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Introduction
History of a Vermont Sheep Farm
Getting Started: You Can Farm Too!
A Flock of Your Own Icelandic Sheep
A Flock of Your Own Chickens
Growing Your Farm: How the Numbers Work
Dreaming Vermont: Relocating and Living in Vermont

During the foliage season I am what the motorcoach (bus for you laymen) industry calls "a step-on guide." If I worked in a city; New York, Washington DC, I'd make real money at this. Coaches pay up to $250 for a two hour city tour. As it is, I live in Vermont, make markedly less, and dream rural dreams of city wages. If I were the type to join organizations I could even join a national association for step-on guides. Their latest project is lobbying Washington to get nationwide standards. I shiver at the prospect.

I've heard of career planning, I've just never actually done it. North winds of fate blow over the edge of my hill, tumbling me, and maple leaves, along. "You're a native," a friend told me some 15 years ago "you must know something about Vermont... get on this bus." So I did, neglecting to tell him that the definition of "native" includes a note that a native is someone who, if plunked down 40 miles from home, would be incapable of finding their way back and have to marry into the local population. We weren't "turned around" on my first tour, we were hopelessly lost. In a state with only so many roads capable of handling a motorcoach, this is something of an achievement.

Who would have thought helping out a friend with a staffing problem would lead to
years of storytelling to captive audiences? Armed with the knowledge that nobody is going to object, at least in this life, I gravely embellish family history. In truth, I get on busses and tell lies to tourists. If there is a gathering at the Throne, I'm going to have a lot of explaining to do. If there isn't, well, we plant apple trees over our dead... gives them something useful to do in the afterlife.

We wander the state, I tell stories. On our way to Cold Hollow Cider Mill I tell of wooden tubs in cool cellars filled with boiled cider. Of woodstoves and a wedge of cheddar with boiled cider pie. I tell of hot oil and cider donuts rising under a worn linen towel, of coffee perking on the back of the stove, and men yanking off barn boots. I give them the memories they want me to have, and nobody is poorer for the bargain. Some stories grow true by the telling.

I remember Ruth, who decided to save herself a whole dollar by boiling down a gallon of cider to make her own cider jelly... and then, upon reflection, decided to save herself five dollars. So she bought 5 gallons of cider, and commenced to boiling on the back of our kitchen range. When I came in from the barn I asked her at what point she realized she had a problem... when the wallpaper came down in the kitchen or the dining room?

In an old farmhouse, the only thing holding 200 year old plaster to 200 year old lathe, is... 200 years of wallpaper. So at 3 in the morning, the walls fell in, followed shortly thereafter by the ceiling. Fortunately, our furnishings at the time already looked as though a ceiling had fallen in on them. Unfortunately, we discovered the original owners, in the pre-fiberglass days of yore, had chosen to insulate with hay and little mouse carcasses. Equally unfortunately, the decedents of said carcasses were, even now, freely romping through our home. Resolving the situation required several "construction parties" (fortunately we were at that age of youth where young men, ever hopeful for more, will do things for you for beer and bread) and two cats. Ever since, Ruth has made the hour trip, every fall, to Waterbury Center, for her boiled cider jelly.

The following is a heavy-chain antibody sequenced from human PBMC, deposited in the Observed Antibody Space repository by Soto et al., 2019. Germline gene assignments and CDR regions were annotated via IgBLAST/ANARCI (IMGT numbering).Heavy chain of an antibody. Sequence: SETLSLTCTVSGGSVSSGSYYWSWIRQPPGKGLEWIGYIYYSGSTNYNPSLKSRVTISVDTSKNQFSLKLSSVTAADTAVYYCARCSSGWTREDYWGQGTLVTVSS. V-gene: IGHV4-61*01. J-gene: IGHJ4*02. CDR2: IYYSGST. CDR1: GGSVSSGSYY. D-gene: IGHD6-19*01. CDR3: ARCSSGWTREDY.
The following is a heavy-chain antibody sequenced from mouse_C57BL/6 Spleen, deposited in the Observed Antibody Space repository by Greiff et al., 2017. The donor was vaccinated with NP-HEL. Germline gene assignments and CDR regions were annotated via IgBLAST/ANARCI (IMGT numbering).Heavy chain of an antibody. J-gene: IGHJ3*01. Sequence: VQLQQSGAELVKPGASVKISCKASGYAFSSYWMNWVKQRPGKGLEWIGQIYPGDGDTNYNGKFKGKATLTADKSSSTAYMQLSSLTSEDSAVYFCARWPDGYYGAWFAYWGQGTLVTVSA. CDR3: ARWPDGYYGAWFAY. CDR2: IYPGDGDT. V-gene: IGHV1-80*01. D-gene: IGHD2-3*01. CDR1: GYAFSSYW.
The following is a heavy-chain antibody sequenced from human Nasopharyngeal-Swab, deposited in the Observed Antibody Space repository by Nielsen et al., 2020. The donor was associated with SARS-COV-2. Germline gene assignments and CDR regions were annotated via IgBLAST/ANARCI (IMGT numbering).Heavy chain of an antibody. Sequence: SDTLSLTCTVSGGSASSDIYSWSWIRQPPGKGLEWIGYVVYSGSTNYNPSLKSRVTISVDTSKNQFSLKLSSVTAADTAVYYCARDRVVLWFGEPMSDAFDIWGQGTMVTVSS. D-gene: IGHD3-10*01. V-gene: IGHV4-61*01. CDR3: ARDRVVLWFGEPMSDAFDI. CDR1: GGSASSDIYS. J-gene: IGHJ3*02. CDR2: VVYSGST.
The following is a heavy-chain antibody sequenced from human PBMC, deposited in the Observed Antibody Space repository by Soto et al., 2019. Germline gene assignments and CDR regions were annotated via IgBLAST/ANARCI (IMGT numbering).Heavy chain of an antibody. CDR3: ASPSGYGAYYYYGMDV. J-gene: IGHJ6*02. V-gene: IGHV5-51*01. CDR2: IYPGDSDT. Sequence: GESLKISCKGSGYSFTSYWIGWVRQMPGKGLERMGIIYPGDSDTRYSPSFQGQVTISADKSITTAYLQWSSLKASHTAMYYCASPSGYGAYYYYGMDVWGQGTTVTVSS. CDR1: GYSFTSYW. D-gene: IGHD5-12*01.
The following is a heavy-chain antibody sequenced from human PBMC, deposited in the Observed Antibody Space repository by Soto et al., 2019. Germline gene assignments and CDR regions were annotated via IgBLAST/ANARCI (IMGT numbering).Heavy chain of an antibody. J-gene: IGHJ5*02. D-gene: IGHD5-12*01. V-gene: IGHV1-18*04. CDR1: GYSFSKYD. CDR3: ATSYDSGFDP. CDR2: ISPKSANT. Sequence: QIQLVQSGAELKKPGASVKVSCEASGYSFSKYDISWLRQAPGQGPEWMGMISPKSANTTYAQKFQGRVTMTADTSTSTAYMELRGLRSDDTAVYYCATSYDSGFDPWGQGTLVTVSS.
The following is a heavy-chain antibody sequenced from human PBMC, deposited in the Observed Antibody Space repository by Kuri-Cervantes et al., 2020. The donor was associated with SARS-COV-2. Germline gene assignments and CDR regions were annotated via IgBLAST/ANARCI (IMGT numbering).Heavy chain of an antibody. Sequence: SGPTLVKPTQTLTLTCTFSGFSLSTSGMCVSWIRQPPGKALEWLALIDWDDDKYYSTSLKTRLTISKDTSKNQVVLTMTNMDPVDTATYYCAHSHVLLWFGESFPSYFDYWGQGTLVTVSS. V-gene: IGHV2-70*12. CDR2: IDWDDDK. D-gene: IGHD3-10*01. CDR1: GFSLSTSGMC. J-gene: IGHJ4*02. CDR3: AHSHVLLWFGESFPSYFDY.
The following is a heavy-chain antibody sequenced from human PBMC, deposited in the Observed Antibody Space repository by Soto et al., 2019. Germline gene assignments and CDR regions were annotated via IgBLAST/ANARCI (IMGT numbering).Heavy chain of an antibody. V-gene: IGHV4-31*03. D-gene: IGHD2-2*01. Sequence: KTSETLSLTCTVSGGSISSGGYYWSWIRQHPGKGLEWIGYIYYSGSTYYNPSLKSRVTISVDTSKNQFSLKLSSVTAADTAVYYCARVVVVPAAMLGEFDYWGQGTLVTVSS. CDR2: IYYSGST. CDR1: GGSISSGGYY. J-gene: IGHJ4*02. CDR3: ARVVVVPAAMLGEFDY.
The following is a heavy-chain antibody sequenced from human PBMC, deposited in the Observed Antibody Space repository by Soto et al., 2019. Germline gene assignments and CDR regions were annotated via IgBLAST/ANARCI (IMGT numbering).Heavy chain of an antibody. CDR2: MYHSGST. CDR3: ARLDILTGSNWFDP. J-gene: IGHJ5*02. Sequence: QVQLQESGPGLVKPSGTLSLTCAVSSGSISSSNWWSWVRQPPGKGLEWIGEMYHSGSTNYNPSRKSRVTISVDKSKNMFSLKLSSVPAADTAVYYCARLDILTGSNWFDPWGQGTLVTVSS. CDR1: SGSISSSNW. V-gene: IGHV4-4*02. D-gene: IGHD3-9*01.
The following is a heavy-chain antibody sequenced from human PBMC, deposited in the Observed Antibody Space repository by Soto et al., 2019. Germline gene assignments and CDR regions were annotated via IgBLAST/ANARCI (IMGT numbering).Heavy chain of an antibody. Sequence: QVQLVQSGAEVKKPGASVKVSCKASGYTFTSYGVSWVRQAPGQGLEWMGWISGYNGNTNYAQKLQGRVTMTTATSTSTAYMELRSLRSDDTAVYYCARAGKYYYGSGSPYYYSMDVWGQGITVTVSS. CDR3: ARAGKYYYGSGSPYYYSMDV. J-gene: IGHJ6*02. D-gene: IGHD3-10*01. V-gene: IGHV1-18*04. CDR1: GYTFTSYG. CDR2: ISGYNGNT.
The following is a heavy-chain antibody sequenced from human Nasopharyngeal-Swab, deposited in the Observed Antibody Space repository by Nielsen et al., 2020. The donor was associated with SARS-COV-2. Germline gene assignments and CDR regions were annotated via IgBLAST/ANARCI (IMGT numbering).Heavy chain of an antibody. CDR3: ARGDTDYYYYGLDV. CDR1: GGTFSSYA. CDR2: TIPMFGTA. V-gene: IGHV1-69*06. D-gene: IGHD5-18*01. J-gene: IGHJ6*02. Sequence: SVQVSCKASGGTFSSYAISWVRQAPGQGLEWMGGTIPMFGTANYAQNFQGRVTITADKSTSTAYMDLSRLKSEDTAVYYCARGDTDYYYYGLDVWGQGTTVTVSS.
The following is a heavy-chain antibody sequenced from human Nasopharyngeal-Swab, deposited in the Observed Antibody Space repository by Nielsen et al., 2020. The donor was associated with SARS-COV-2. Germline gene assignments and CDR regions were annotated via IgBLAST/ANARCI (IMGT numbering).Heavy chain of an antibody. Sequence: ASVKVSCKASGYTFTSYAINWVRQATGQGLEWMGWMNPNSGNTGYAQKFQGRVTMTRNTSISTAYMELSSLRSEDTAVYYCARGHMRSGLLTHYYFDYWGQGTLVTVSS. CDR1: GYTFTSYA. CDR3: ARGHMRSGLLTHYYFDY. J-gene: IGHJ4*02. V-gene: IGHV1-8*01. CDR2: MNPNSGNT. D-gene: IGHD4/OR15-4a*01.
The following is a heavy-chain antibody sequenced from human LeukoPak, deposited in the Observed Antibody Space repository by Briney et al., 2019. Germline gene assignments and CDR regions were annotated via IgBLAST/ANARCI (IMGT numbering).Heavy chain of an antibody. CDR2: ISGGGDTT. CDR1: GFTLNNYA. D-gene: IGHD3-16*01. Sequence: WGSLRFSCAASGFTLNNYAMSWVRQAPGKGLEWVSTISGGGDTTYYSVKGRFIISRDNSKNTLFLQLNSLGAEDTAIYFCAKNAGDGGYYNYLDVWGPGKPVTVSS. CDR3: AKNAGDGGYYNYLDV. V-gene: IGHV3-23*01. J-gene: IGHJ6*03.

"Maple trees" my grandmother told me one fall day "Maple trees and apple trees hold time. A bit of past going on almost forever, no matter what else changes."

I've never made cider jelly (although I helped clean up the debris from Ruth's attempt), nor boiled sap in a wash kettle in the back yard like my great grandfather did. Eric Chittenden makes my cider jelly, Burr Morse up in East Montpelier my maple syrup. Yet we clear around old apple trees and save the sugar maples when we're cutting firewood. They might, I tell Peter, come in handy some day.

Secretly I pat my spared trees. Together we remember old women, who look back at us through slate tombstones and a recipe for boiled cider pie.

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Stories From a Vermont Life:

Camilla Blue
Frozen Gifts
Making Wreaths
Shearing
Hobblewood
Flush
The Fourth of July
VISIT A VERMONT SHEEP FARM | LIFE WITH ICELANDIC SHEEP | WEAVING STUDIO FIBER SALE | ABOUT US | NEW ENGLAND ICELANDIC SHEEP BREEDERS ASSOCIATION
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The Farm at Morrison Corner raises Icelandic Sheep on the last hill farm in Mansfield, VT.  Learn about Raising Icelandic Sheep, Raising Chickens, Moving to Vermont and Living in Vermont on this and our other sites.

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